The REU consists of five components, 1-4 occurring during the nine week summer REU and the fifth in the following spring: 1) mentored research project; 2) research methods course; 3) a short course on water sustainability; and 4) experiential learning field trips and 5) all REU UGs presenting their findings at one regional or national conference in Fall 2021 or Spring 2022 depending on conference.

Apply Here!

Application Instructions


There will be four research projects as part of this REU:

Project 1: The seasonal flux of contaminants into lakes and groundwater.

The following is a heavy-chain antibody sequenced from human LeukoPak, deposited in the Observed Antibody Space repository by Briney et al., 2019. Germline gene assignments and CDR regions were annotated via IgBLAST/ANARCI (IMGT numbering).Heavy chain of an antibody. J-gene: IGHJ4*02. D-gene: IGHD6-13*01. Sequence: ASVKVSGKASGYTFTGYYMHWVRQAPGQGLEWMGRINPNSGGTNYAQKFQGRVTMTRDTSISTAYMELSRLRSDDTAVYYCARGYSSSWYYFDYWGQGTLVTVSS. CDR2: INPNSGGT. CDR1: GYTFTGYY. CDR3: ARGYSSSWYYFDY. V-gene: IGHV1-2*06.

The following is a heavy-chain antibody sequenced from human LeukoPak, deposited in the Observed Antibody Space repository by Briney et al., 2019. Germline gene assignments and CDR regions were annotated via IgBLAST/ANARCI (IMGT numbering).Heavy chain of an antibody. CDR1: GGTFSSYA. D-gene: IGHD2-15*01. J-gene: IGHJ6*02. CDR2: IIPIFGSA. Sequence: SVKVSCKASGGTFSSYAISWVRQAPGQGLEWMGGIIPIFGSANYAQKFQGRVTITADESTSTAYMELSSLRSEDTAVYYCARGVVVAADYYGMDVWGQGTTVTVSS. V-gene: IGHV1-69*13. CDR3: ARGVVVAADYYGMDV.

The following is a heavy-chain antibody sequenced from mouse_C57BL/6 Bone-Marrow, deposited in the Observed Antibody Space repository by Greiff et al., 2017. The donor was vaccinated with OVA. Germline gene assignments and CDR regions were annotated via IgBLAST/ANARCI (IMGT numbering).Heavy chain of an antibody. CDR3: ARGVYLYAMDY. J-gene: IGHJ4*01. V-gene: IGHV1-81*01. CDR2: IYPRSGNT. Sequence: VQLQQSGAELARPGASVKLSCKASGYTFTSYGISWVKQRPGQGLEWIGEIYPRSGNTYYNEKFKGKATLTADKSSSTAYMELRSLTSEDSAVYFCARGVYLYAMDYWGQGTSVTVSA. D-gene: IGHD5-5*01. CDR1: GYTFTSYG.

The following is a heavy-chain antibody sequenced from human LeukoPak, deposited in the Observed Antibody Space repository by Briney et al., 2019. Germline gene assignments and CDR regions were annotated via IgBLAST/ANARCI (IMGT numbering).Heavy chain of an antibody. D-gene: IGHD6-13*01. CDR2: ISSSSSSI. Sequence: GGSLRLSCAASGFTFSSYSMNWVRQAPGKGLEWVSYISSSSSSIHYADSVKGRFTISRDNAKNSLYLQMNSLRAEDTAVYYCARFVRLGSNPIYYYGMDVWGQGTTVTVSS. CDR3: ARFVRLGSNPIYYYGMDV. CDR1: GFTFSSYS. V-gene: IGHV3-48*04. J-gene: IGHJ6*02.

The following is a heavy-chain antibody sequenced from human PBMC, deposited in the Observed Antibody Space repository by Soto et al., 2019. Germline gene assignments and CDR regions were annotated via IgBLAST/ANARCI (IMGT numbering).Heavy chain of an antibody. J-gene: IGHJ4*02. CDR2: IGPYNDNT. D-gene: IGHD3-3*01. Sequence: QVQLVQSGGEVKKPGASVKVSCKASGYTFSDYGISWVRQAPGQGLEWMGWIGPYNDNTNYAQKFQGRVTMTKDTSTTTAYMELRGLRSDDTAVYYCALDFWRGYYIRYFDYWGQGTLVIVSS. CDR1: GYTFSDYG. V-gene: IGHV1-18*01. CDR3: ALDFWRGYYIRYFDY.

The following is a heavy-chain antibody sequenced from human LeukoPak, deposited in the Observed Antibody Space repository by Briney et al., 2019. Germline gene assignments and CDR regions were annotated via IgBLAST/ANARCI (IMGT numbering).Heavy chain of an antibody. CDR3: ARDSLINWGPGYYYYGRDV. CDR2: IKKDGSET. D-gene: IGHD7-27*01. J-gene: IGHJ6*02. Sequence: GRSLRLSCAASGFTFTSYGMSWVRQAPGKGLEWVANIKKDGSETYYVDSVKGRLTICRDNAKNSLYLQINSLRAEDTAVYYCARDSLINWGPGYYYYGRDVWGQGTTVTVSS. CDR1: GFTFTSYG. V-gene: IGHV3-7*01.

Septic tanks are significant reservoirs for environmental contaminants such as pharmaceuticals and personal care products (PPCPs).These contaminants are flushed from the soil as they become saturated during Florida’s wet season, and consequently, they end up in lakes and potentially in well water. In a karst environment, the houses surrounding these lakes not only produce these PPCPs via septic tanks, but they also use the well water recharged from the lakes and surface percolation waters. The project will measure the assemblages and quantities of these PPCPs change in both the lake water and residential wells. Students incorporated into this project will assist with sample collection, analyses, data interpretation, and writing findings into an academic presentation framework. REU students will be encouraged to present at the American Water Resources Association, and the American Geophysical Union.